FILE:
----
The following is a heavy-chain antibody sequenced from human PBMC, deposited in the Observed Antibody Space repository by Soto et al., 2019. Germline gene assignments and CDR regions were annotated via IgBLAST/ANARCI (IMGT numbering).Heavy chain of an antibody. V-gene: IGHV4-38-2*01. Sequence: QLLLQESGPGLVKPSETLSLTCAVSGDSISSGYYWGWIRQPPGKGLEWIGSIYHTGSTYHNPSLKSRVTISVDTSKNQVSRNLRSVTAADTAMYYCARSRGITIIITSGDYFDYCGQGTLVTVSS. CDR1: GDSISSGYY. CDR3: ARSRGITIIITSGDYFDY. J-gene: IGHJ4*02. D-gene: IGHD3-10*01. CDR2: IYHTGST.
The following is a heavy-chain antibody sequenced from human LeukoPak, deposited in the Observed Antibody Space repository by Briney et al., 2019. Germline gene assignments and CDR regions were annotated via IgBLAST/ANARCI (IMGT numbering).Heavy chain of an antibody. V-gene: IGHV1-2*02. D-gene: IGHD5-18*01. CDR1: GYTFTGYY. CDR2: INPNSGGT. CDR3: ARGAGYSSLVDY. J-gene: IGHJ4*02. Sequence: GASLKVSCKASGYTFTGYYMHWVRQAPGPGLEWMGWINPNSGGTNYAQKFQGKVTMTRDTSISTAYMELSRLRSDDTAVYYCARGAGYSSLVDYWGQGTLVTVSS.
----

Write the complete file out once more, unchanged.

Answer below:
The following is a heavy-chain antibody sequenced from human PBMC, deposited in the Observed Antibody Space repository by Soto et al., 2019. Germline gene assignments and CDR regions were annotated via IgBLAST/ANARCI (IMGT numbering).Heavy chain of an antibody. V-gene: IGHV4-38-2*01. Sequence: QLLLQESGPGLVKPSETLSLTCAVSGDSISSGYYWGWIRQPPGKGLEWIGSIYHTGSTYHNPSLKSRVTISVDTSKNQVSRNLRSVTAADTAMYYCARSRGITIIITSGDYFDYCGQGTLVTVSS. CDR1: GDSISSGYY. CDR3: ARSRGITIIITSGDYFDY. J-gene: IGHJ4*02. D-gene: IGHD3-10*01. CDR2: IYHTGST.
The following is a heavy-chain antibody sequenced from human LeukoPak, deposited in the Observed Antibody Space repository by Briney et al., 2019. Germline gene assignments and CDR regions were annotated via IgBLAST/ANARCI (IMGT numbering).Heavy chain of an antibody. V-gene: IGHV1-2*02. D-gene: IGHD5-18*01. CDR1: GYTFTGYY. CDR2: INPNSGGT. CDR3: ARGAGYSSLVDY. J-gene: IGHJ4*02. Sequence: GASLKVSCKASGYTFTGYYMHWVRQAPGPGLEWMGWINPNSGGTNYAQKFQGKVTMTRDTSISTAYMELSRLRSDDTAVYYCARGAGYSSLVDYWGQGTLVTVSS.